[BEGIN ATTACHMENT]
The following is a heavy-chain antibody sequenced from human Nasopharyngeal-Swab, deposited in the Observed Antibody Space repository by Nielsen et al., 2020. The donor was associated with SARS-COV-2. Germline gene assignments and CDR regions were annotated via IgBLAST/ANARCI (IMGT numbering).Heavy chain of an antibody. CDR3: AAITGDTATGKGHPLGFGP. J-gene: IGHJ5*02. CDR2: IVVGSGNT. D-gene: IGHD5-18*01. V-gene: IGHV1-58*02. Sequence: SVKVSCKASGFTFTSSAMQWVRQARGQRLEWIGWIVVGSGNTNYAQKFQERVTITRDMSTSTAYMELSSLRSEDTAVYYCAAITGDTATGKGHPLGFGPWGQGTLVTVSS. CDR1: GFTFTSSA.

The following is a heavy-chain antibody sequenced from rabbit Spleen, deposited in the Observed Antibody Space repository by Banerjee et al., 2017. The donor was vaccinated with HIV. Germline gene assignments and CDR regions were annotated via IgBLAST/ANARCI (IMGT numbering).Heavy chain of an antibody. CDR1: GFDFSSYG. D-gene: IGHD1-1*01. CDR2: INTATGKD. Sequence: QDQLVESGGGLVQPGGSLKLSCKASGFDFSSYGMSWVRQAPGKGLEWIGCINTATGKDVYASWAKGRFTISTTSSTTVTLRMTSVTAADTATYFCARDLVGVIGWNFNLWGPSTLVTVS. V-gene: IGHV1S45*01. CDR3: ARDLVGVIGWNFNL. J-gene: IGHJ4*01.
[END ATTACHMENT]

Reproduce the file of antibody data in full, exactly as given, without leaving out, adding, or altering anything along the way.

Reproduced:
The following is a heavy-chain antibody sequenced from human Nasopharyngeal-Swab, deposited in the Observed Antibody Space repository by Nielsen et al., 2020. The donor was associated with SARS-COV-2. Germline gene assignments and CDR regions were annotated via IgBLAST/ANARCI (IMGT numbering).Heavy chain of an antibody. CDR3: AAITGDTATGKGHPLGFGP. J-gene: IGHJ5*02. CDR2: IVVGSGNT. D-gene: IGHD5-18*01. V-gene: IGHV1-58*02. Sequence: SVKVSCKASGFTFTSSAMQWVRQARGQRLEWIGWIVVGSGNTNYAQKFQERVTITRDMSTSTAYMELSSLRSEDTAVYYCAAITGDTATGKGHPLGFGPWGQGTLVTVSS. CDR1: GFTFTSSA.

The following is a heavy-chain antibody sequenced from rabbit Spleen, deposited in the Observed Antibody Space repository by Banerjee et al., 2017. The donor was vaccinated with HIV. Germline gene assignments and CDR regions were annotated via IgBLAST/ANARCI (IMGT numbering).Heavy chain of an antibody. CDR1: GFDFSSYG. D-gene: IGHD1-1*01. CDR2: INTATGKD. Sequence: QDQLVESGGGLVQPGGSLKLSCKASGFDFSSYGMSWVRQAPGKGLEWIGCINTATGKDVYASWAKGRFTISTTSSTTVTLRMTSVTAADTATYFCARDLVGVIGWNFNLWGPSTLVTVS. V-gene: IGHV1S45*01. CDR3: ARDLVGVIGWNFNL. J-gene: IGHJ4*01.